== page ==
The scary part comes with the 'stated income' loans. Go to this website and click the 'facts' on the left hand side. When a recent sample of stated income loans were compared to IRS records, it was found that 60% of the loans had income exaggerated by 50% or more! Now I know that the study was only a pool of 100 stated loans, and many of you won't believe it, but from what I saw on a daily basis I don't doubt this stat one bit. There were broker offices that only did stated loans. Some brokers would laugh when I asked if the borrower was going full doc or not.

HOW else could things get sooooo out of whack from actual incomes???? Come on, I'm waiting.

During the past 5 years, down-payments have slowly faded away...but lending standards have faded into oblivion.

It will only be a matter of time until the fundamentals return. Making a low teaser payment for 2, 3 or 5 years only works when prices go up. Many people are going to have that sick feeling in the pit of their stomachs when their teaser ARM adjusts and their property is worth 100k less than they 'paid' for it....and there is nothing that the great econoMISSED Leslie Appleton-Young can say to take that feeling away.

Why save for 6, 7, or 8 years and get a fixed rate loan when you can just 'state' your income, not put any money down, and make 6-figures in appreciation a year??? Eventually you come to a point where the dollar can't be stretched anymore. You come to a point where the massive 'guaranteed' appreciation isn't there. You come to a point where the mentality shifts. Actually...we are just getting there now.

I look forward to the comments and feedback...



Anonymous Anonymous said...

Have missed your insights, but hope the job is going well.

Have seen a clear change in attitudes - and that turn in many joe sickpack market perspective was quicker to happen than most of us thought. Still, instead of fighting the education battle (ie, facts to demonstrate the problem) I now find myself just not agreeing (I think we've all stopped preaching at this point) on the magintude of potential drop. Because 95% of people really, really don't want to know the details. Politics, 401K plans, the VCR, house financing economics...

People are talking about all these re-adjustments they're hearing about and when I ask 'would you even believe me that you've probaly seen 5-10% of the total loans you'll eventually hear about readjusted - 90% of those will reset into 2008 so it's the tip of the iceberg'...if they believe me the predictable reaction is similar to when one realizes you just left your wallet in a public place.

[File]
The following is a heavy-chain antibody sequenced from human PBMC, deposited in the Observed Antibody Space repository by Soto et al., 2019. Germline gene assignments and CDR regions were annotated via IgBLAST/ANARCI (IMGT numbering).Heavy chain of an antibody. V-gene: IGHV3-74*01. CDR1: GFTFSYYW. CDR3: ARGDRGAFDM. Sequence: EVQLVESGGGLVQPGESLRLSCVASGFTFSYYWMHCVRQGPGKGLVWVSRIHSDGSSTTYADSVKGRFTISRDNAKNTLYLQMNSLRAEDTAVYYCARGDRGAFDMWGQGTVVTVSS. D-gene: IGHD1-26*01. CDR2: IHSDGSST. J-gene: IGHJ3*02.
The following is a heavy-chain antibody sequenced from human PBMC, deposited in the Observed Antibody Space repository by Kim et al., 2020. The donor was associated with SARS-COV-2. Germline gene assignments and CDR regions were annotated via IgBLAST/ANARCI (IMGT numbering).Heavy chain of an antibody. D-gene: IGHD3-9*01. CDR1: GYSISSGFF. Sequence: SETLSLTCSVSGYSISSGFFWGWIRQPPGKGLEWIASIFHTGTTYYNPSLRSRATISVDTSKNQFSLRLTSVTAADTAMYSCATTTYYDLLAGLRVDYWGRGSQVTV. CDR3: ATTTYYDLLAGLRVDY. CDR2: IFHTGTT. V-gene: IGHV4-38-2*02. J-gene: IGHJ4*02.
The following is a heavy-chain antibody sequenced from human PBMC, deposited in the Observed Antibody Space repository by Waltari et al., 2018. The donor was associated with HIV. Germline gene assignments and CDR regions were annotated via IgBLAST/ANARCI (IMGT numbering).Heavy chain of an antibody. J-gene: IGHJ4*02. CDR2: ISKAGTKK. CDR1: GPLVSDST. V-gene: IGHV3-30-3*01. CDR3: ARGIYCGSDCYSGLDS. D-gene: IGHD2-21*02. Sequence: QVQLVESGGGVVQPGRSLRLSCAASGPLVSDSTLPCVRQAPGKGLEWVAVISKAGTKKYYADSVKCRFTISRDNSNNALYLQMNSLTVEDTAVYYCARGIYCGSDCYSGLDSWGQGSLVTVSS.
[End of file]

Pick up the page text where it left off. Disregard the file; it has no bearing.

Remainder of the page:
8/03/2006 12:28 AM  
Anonymous Anonymous said...

Welcome back.

the link is broken.

8/03/2006 7:04 AM  
Anonymous Anonymous said...

Great usual. The link is

8/03/2006 12:32 PM  
Anonymous Anonymous said...

Well stated article and quite correct. I remember when I bought my house in Las Vegas in November of 2000. The house was a five bedroom, three bath, three car garage on a 1/5th acre two story with views of the entire Las Vegas valley and Strip, as well as a 15X30 ft. inground pool in its own fenced off palm studded enclave. The cost was $205,000. I put 20% down and wrote the check at closing and I remember even then the mortgage folks saying hardly anyone put money down anymore. I did it to avoid PMI and because I felt it was the right way to buy. I sold the house in June 05 for an enormous profit. It turns out the prices peeked in June 05 in Las Vegas. The house next to mine, 1670 sq.ft, much smaller, no view, small yard sold for $355,000 in Nov. 04. The latest appraisal has it at $343,000. I bought my current luxury home in the Midwest for $227,000, larger home, custom built, on 4.3 acres of half forest and half lawns for cash from the LV sale. Now I have no mortgage, no debts, and my only concern is that a severe recession doesn't evolve into a great depression. I may be debt-free, which is great! But I still need to work.

8/04/2006 11:21 AM  
Blogger Out at the peak said...

Thanks for the new post.

You are spot on about a true affordability crisis. When I bought in Jan 2001, my income was stuck at $75K for four years, and my mortgage was $280K fixed at 5.5%. I just made ends meet every month. Nothing too fancy on the side. Things just got tighter over the years.

So I am unsure how people are truly surviving today's real cost. Of course, many are faking it, and that can't last forever.t

8/07/2006 5:27 PM  
Anonymous Anonymous said...



8/08/2006 10:52 AM  

Post a Comment

<< Home